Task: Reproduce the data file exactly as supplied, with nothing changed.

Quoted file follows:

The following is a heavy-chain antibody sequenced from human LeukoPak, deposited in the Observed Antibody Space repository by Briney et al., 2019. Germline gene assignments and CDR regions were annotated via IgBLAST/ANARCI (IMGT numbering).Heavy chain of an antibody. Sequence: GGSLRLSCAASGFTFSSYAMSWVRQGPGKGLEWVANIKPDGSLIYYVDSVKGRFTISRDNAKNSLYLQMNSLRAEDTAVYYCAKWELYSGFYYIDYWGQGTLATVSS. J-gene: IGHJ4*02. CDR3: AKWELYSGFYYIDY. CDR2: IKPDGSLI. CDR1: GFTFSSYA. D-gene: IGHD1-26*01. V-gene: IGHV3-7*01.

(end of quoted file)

The following is a heavy-chain antibody sequenced from human LeukoPak, deposited in the Observed Antibody Space repository by Briney et al., 2019. Germline gene assignments and CDR regions were annotated via IgBLAST/ANARCI (IMGT numbering).Heavy chain of an antibody. Sequence: GGSLRLSCAASGFTFSSYAMSWVRQGPGKGLEWVANIKPDGSLIYYVDSVKGRFTISRDNAKNSLYLQMNSLRAEDTAVYYCAKWELYSGFYYIDYWGQGTLATVSS. J-gene: IGHJ4*02. CDR3: AKWELYSGFYYIDY. CDR2: IKPDGSLI. CDR1: GFTFSSYA. D-gene: IGHD1-26*01. V-gene: IGHV3-7*01.